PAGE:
Reports of Emmanuel Mudiay signing a one-year, $1.2 million deal to play in China rehashed the question of whether high school graduates would prefer to venture overseas instead of college. But this is not the trend that I am referring to. Neither is the recent influx of Canadian stars who have infiltrated the first round of the NBA Draft.
The sensations that I speak of all hail from the world’s second largest continent; in the form of one NBA star, a potential difference maker and two future top five prospects.
For better or for worse — until 2008 — Africa had not produced a relevant baller since Luol Deng four years prior. However, before the Chicago Bulls made the two-time All-Star the No. 7 pick, it had been almost a decade and a half since a quality star surfaced. And no, Michael Olowokandi and Yinka Dare do not count as quality.
Hakeem Olajuwon, Dikembe Mutombo and — to a certain extent — Manute Bol were the greats who gave future generations hope that they could thrive in a league of doubters.
But before I go on and it gets taking out of context, I say for better because the 13-year lapse between when Mutombo was drafted and Deng was picked gave people the opportunity to properly appreciate that Olajuwon was one of the greatest centers to grace the court. Which he proved by carrying the Houston Rockets to two championships, while Mutombo played defensive anchor for two other Finals teams; with both men retiring No. 1 and No. 2, respectively, in all-time total career blocked shots.
This is way before youngsters were flocking to Houston every summer to learn “The Dream’s” fancy moves and graceful footwork. And eons before people knew Mutombo’s finger wag for swatting away letters in GEICO commercials.
It was also for the better because the absence of noteworthy peers has allowed the light to shine brighter on the continent’s newest crop of skilled imports.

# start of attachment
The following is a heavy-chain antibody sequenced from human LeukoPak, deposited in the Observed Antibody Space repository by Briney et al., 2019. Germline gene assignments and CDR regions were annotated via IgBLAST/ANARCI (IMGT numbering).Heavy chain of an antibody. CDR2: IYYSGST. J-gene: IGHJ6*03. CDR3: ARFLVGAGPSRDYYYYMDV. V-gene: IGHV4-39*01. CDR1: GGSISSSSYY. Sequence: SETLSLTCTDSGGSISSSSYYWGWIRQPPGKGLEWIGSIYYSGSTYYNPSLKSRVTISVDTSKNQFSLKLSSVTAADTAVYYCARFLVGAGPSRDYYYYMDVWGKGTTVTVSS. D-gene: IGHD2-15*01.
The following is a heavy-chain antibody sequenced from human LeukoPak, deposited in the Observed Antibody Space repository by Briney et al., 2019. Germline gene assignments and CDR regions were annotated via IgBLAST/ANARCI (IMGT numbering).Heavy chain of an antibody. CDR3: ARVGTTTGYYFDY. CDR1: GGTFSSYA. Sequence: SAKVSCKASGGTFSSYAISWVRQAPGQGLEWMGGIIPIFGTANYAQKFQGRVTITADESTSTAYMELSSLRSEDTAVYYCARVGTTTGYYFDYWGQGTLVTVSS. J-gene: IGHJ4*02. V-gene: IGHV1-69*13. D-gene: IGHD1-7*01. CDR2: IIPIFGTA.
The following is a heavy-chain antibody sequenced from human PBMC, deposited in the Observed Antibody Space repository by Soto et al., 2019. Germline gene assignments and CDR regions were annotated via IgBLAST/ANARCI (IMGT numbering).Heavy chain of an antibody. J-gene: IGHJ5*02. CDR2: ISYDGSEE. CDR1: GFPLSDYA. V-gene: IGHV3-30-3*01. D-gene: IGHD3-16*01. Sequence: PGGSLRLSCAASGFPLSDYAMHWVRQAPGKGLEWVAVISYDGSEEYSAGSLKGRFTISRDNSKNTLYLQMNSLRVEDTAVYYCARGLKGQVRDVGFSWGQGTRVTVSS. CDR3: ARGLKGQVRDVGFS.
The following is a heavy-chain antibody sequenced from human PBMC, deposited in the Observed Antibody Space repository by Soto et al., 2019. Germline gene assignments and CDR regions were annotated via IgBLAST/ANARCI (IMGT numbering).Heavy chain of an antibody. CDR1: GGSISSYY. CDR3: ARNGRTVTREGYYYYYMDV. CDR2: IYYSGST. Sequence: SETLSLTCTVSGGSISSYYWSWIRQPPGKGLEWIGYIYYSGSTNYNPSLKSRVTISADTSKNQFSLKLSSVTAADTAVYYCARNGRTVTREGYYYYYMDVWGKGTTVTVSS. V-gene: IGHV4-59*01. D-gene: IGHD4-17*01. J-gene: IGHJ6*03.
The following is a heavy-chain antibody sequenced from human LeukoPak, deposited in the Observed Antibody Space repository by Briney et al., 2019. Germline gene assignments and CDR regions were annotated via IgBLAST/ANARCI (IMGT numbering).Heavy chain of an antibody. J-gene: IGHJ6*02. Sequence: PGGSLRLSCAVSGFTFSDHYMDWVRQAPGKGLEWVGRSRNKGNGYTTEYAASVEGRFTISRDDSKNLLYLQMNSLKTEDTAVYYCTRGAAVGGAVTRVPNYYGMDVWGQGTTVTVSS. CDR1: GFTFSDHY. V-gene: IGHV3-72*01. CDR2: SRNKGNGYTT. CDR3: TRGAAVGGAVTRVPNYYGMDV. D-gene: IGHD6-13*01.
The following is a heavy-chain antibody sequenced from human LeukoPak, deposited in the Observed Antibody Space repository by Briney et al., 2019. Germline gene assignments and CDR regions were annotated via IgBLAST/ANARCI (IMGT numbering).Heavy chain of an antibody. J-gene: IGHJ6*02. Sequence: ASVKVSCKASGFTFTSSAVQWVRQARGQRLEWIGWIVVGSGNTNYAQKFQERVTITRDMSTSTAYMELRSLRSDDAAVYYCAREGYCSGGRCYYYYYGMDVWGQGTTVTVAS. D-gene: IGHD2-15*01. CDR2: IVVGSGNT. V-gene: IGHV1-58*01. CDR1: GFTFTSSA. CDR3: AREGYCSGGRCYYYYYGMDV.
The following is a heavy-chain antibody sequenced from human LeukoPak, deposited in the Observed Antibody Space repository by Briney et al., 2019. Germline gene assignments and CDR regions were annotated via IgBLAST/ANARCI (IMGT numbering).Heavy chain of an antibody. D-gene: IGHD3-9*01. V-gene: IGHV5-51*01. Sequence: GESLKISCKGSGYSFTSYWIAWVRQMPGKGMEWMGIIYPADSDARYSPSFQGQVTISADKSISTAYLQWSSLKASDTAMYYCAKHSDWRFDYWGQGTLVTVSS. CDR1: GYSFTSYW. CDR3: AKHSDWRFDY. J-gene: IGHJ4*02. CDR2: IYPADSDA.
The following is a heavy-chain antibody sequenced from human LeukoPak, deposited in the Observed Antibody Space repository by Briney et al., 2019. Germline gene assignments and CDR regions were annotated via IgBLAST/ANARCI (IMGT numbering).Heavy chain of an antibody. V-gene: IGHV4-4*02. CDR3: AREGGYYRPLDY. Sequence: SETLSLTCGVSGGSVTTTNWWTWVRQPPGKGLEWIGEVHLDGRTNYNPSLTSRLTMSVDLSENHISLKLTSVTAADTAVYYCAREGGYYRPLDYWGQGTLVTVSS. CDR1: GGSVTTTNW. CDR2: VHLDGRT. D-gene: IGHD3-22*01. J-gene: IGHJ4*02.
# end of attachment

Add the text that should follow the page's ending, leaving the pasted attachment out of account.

For example, 6-foot-10 center Serge Ibaka has been a shot-blocking machine who quietly extended his range out to the three-point line. He also showed how vital he was to the Oklahoma City Thunder when an injury forced him to miss the first two losses of the Western Conference Finals, only to make his team look dominant by putting up 15 points (6-of-7), seven rebounds and four of his two-time league leading blocks against the San Antonio Spurs in an adrenaline filled Game 3 return.
Up next is a 20-year-old Cameroonian 7-footer who spent most of his freshman year being compared to a player that he watched tape of and studied. Not only did Joel Embiid mimic Olajuwon’s footwork, fluid offensive movements and early back injury, he showed during pre-Draft workouts that he naturally tied in the jumper of Ibaka and the defensive skills of his basketball forefathers.
For as much attention as Canada received for having the top players picked in 2013 and 2014, it’s no secret that if Embiid did not break his foot he would have trumped his Kansas teammate (Andrew Wiggins) for the main spot. In the meantime he is taking Twitter by storm with his comical sense for poking at fellow peers.
There’s no doubt that he will eventually heal, while a pair of natives flex their vice grip on future top five selections.
Mudiay’s athleticism and 6-foot-5 frame will likely keep him as the same general manager’s dream that he was when his eyes were still set on being a college point guard. And 7-foot-1 Sudanese native, Thon Maker‘s growing legend has made him as a virtual lock for NBA superstardom — whether he chooses to reclassify and graduate early or enter the pros in 2017.
Don’t blame it on hype either, the newly-minted 11th grader has a skill set that includes blocking shots, smooth ball handling and a Kevin Durant like three-point stroke.
The next generation is proving to have uncanny talent coming down the pipeline. Just check out ESPN‘s latest post on Bol’s 6-foot-5 seventh-grade son Bol Bol. It’s the new wave.